As the District Court’s jury instructions were an application of the requirements under Title VII of the Civil Rights Act, the primary focus of the Court’s analysis was a comparison of the language of the ADEA with that of Title VII. When making its comparison, the Court, through Justice Thomas’ opinion writing for the majority, also took note of the fact that Congress has amended both Title VII and the ADEA, with some amendments occurring simultaneously. Ultimately, Justice Thomas’ textual analysis of the respective statutes is actually quite simple. First, Justice Thomas observed that the ADEA contains absolutely no language regarding a shifting of burdens of proof while Title VII does have such language. Second, Justice Thomas also noted that the ADEA does not contain any language implying that proving that an employer acted with mixed-motives is sufficient to warrant a judgment in favor of an allegedly discriminated-against plaintiff. Instead, as Justice Thomas pointed out, the ADEA specifically says that a discriminatory act must be “because of” an individual’s age. After a somewhat extensive, and perhaps torturously overwrought, dictionary and linguistic examination of the phrase “because of,” Justice Thomas concluded that a “but for” analysis is consistent with the aforesaid language. Finally, Justice Thomas, attempting to divine the mental intent of the legislators responsible for amending and voting for the changes to the ADEA years in the past, suggested that since both Title VII and the ADEA were amended around the same time, and the mixed-motives language inserted into Title VII was not correspondingly inserted into the ADEA, a logical conclusion could be drawn that Congress did not want and/or intend the ADEA to allow claims to successfully proceed in cases involving mixed-motives.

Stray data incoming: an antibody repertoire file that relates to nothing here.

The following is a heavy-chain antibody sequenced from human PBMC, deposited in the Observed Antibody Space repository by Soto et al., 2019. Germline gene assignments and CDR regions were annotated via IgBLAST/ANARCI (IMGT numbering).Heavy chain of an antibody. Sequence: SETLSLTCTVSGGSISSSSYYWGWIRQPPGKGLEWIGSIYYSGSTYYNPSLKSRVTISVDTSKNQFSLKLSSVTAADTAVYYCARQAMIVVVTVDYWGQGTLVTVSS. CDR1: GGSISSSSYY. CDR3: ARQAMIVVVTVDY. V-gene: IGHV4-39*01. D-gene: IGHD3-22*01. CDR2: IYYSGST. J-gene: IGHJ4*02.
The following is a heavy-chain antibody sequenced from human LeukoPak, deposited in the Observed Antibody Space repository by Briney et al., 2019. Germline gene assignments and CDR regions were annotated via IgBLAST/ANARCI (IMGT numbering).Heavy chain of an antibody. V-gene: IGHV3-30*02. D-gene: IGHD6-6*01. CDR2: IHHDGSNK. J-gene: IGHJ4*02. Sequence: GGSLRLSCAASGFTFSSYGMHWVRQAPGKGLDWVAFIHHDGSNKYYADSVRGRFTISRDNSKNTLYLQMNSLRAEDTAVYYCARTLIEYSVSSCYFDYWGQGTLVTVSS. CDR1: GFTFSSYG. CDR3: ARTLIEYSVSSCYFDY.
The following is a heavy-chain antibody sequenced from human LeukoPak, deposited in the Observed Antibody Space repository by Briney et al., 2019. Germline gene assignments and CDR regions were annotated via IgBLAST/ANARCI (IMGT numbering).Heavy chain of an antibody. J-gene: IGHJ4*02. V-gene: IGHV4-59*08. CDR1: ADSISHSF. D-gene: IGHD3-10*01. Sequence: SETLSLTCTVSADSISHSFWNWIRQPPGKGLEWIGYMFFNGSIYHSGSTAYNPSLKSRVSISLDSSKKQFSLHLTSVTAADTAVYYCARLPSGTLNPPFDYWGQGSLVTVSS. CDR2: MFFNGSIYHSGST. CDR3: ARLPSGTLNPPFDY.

Justice Stevens, in his dissent, argued that burden shifting, and, therefore, permitting mixed-motives cases, ought to be permitted under the ADEA as the ADEA was drafted, in haec verba, from Title VII and that Title VII analysis has, for quite some time, been commonly applied to the ADEA by the United States Supreme Court. Furthermore, he explained that the phrase “because of” does not require the rigid and exclusive meaning that is synonymous with “but for” applied by Justice Thomas. Justice Stevens argues that “because of” can certainly permit multiple motives, including a discriminatory one, but does not, on its face, require a single motive as Justice Thomas suggests. Justice Stevens also pointed out that the cases under ADEA have regularly allowed burden-shifting and mixed-motives cases and one cannot conjure some sort of presumption, through an attempt to divine significant meaning from a non-action by Congress, from Congress’ amending Title VII and the ADEA differently. Indeed, as burden-shifting and mixed motives cases were already permitted under the Court’s previous rulings, why would Congress need to codify it? Justice Stevens argues that Congress’ lack of action confirms their approval of existing case law under the ADEA. Justice Breyer, in his rather brief dissent, simply focused upon the fact that a requirement to prove “but for” with direct evidence is, at its core, a requirement to prove what someone else’s thoughts were; an impossible task even for the thinker himself, especially after so much time and influences come to pass after the suit has been filed. For Justice Breyer, a “but for” analysis requires a plaintiff to engage in finding proof of hypothetical thoughts; proof that, in reality, could never be found, and resulting in a toothless ADEA that could never be effectively employed by plaintiffs. For Justice Beyer, Congressional intent was to have an ADEA under which plaintiffs could have successful claims, as opposed to an ADEA that requires a plaintiff to prove the impossible, effectively foreclosing any viable actions for age discrimination.